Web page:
I grew up in New England (I’m a true Yankee) and one thing I really miss from there is heading to a lobster shack for dinner starting in late spring when they open. There is nothing like a fresh lobster that came in that morning and you pick out for yourself. If you aren’t that adventurous (yes, I’m talking to my mom here), you can cheat and get a lobster roll. But I will judge you.
So why am I talking about lobsters on my blog today? Because they are crustaceans. Around this time of year, we start seeing another crustacean in many parts of the US. If you read nothing else, please scan down to the end for this week’s lagniappe, you won’t regret it.
If you are still here, this week I’m talking about pill bugs and sowbugs. Yes, they are a crustacean in the same as crabs, lobsters, crayfish, shrimp, prawns, and more. The pill bugs we are most accustomed to seeing are in the family Armadillidiidae and Porcellionidae which, unlike their marine relatives, are a terrestrial group. They have another common name: roly polies because many of the species can roll into a ball when threatened.
I mentioned that pill bugs start to be seen in later spring, early summer because they overwinter as adults. They are often seen after rain when they are escaping conditions that are too wet for them. However, they do need moist soil because they are largely eating decaying plant material. They are not an urban pest, however, they can be a crop pests when their numbers are high.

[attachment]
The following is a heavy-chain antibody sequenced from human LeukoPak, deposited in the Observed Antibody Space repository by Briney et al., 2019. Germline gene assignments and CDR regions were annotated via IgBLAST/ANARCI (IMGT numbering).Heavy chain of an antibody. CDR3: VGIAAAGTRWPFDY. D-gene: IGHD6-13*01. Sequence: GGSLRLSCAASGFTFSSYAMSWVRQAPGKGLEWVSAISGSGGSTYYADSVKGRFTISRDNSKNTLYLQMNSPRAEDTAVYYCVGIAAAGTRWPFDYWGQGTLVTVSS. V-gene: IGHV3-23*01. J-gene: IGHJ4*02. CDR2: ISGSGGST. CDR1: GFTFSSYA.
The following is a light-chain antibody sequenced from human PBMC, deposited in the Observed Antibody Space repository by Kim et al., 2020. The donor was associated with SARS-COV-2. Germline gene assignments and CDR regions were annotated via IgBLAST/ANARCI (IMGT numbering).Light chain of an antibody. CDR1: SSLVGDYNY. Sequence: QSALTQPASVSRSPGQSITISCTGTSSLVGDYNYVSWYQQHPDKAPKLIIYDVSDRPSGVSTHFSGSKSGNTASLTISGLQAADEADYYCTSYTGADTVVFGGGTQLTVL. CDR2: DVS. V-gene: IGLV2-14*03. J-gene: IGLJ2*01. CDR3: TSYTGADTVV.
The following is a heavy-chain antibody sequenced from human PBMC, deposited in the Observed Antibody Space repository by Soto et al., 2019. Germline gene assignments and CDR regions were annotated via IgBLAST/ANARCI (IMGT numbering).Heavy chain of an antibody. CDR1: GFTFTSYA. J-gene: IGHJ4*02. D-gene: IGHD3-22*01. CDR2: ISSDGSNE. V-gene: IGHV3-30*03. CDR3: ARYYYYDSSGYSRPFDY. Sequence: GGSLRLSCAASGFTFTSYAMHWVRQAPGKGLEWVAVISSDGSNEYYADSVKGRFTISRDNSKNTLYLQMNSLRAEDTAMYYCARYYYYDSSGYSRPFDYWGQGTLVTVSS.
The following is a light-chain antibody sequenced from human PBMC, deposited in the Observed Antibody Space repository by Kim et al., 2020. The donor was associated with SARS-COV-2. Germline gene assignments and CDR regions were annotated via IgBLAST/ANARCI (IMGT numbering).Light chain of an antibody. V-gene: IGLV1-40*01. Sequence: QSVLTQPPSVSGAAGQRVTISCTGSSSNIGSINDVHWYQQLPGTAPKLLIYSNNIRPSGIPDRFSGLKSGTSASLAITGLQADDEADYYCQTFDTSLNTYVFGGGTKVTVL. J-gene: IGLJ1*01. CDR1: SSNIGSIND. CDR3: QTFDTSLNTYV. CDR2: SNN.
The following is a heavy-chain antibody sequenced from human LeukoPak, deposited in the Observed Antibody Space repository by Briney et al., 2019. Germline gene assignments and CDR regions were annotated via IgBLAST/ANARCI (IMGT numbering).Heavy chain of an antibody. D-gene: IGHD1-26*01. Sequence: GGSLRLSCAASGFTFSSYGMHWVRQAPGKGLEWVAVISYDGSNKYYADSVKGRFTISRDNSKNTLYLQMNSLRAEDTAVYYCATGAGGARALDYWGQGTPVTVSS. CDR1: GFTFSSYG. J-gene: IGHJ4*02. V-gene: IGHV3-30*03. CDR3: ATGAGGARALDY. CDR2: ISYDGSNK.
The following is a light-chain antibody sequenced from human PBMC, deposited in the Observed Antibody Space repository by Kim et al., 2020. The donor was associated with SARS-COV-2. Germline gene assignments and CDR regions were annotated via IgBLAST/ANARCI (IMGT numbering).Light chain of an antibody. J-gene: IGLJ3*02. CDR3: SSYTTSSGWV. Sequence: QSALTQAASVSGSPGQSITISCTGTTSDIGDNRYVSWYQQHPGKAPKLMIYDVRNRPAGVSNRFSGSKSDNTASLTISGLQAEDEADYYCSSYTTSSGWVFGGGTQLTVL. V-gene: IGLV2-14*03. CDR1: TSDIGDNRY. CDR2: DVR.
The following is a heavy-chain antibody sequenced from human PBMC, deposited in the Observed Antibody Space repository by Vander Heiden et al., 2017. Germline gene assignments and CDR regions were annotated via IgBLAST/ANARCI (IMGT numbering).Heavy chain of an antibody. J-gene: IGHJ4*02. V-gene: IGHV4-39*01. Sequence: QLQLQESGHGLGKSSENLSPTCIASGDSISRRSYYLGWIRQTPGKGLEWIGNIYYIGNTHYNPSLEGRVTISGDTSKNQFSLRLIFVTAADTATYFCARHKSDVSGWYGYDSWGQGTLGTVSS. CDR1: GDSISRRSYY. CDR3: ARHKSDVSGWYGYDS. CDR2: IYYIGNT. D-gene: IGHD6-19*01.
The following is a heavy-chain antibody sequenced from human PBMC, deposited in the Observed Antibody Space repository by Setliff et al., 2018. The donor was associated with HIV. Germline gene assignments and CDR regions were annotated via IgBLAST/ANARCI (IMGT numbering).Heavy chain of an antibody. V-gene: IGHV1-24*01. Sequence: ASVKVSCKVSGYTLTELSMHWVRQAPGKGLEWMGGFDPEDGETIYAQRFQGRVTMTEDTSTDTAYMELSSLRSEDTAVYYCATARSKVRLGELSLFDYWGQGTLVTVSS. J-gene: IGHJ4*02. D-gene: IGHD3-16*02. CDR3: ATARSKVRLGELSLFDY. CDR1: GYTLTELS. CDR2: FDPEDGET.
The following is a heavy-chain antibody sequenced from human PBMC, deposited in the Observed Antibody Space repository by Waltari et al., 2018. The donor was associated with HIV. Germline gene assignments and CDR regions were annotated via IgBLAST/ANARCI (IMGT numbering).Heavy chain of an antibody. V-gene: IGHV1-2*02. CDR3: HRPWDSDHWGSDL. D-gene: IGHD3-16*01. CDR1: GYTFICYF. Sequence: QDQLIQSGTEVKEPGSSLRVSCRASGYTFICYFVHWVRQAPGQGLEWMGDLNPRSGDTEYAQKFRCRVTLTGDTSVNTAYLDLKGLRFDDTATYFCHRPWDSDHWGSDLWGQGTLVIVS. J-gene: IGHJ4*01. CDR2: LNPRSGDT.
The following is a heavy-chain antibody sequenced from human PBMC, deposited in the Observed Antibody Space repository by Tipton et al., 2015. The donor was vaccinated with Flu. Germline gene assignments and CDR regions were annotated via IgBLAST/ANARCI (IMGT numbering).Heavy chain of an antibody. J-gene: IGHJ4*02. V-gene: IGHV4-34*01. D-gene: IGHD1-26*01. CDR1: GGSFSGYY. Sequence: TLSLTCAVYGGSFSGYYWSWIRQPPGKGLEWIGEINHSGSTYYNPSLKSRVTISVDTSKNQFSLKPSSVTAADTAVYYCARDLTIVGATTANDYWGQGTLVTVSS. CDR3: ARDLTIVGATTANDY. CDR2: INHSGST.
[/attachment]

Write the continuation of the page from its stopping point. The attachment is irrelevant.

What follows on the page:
If not an urban pest, why do we care? Because when their outside populations build up, extra wet or extra dry conditions can drive them out of their soil habitat and into peoples’ habitats. They can sometimes come in on houseplants if they were living in that soil. Great news: they don’t infest structures. The lack of soil, food, and moisture ensures they don’t survive very long. Many customers are okay with that explanation. Some are definitely not.
Like any seasonally invading pest, simple sealing on the ground level will keep these out. If there is a way to dry out the area in a 2-3 foot band around the structure, that creates a barrier they won’t want to cross. For treatments, there are a few general pesticides with sow/pill bugs on the label. Your efforts will be most useful on the door bases and any other ground level openings. A full perimeter spray is not necessary.
These little critters are very good for the environment: they are tiny decomposers. When they get out of their habitat and into people’s spaces is when the problems start. Hopefully, most customers will be receptive to what they are and what they do. For those that don’t, the good news is these are mostly seasonal and will probably not invade all summer.
If you have some invasions you are dealing with, we can help you do that better and faster. Contact us to learn more!
And yes, supposedly pill bugs taste good.
Super lagniappe! I went down so many paths and found such great and funny stuff, check it out!
There is a band called The Pillbugs.
In the same crustacean class is something called a tongue-eating louse.
Other common names are woodlice, slaters, potato bugs, butchy boys, doodle bugs, wood shrimp, tomato bugs armadillo bugs, and boat -builders.
You can buy pill bugs!
The process of rolling into a ball is called “conglobation”.
They are blue blooded – instead of hemoglobin, they have hemocyanin which relies on copper (instead of iron) to move oxygen.
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